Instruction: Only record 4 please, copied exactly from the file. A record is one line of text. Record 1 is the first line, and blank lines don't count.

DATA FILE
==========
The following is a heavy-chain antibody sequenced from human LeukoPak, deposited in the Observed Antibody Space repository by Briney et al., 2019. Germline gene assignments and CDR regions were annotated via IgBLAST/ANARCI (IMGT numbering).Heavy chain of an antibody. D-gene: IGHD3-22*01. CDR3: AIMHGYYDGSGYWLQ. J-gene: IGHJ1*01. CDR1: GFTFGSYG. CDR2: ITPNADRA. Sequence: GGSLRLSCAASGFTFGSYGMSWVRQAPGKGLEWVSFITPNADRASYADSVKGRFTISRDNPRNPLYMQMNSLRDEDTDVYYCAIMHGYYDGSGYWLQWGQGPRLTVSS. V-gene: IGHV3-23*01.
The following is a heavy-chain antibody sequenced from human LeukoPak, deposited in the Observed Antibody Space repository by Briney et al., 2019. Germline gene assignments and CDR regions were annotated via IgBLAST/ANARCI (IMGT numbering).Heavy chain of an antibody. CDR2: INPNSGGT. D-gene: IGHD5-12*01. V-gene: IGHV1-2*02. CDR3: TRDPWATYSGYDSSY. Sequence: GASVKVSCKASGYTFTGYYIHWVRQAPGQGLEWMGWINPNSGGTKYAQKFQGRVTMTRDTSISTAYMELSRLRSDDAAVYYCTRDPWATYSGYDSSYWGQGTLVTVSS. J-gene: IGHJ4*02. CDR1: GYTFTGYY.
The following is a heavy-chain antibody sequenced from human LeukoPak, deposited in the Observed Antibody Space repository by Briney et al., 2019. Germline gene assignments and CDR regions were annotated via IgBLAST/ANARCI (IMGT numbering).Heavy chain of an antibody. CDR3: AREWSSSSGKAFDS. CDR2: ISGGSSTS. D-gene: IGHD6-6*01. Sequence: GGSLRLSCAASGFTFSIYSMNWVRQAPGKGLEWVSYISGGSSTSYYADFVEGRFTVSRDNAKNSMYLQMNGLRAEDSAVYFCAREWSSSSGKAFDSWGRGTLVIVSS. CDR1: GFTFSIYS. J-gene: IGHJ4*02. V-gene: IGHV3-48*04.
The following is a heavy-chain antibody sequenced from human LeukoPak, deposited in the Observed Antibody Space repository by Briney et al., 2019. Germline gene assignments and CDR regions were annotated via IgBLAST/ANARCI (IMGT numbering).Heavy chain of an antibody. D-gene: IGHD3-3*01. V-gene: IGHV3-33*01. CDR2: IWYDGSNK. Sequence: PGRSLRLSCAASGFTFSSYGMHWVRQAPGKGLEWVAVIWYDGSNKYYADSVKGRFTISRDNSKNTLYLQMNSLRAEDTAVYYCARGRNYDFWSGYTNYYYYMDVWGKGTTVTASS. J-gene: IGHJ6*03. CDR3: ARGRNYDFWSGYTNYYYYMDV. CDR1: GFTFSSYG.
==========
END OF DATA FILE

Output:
The following is a heavy-chain antibody sequenced from human LeukoPak, deposited in the Observed Antibody Space repository by Briney et al., 2019. Germline gene assignments and CDR regions were annotated via IgBLAST/ANARCI (IMGT numbering).Heavy chain of an antibody. D-gene: IGHD3-3*01. V-gene: IGHV3-33*01. CDR2: IWYDGSNK. Sequence: PGRSLRLSCAASGFTFSSYGMHWVRQAPGKGLEWVAVIWYDGSNKYYADSVKGRFTISRDNSKNTLYLQMNSLRAEDTAVYYCARGRNYDFWSGYTNYYYYMDVWGKGTTVTASS. J-gene: IGHJ6*03. CDR3: ARGRNYDFWSGYTNYYYYMDV. CDR1: GFTFSSYG.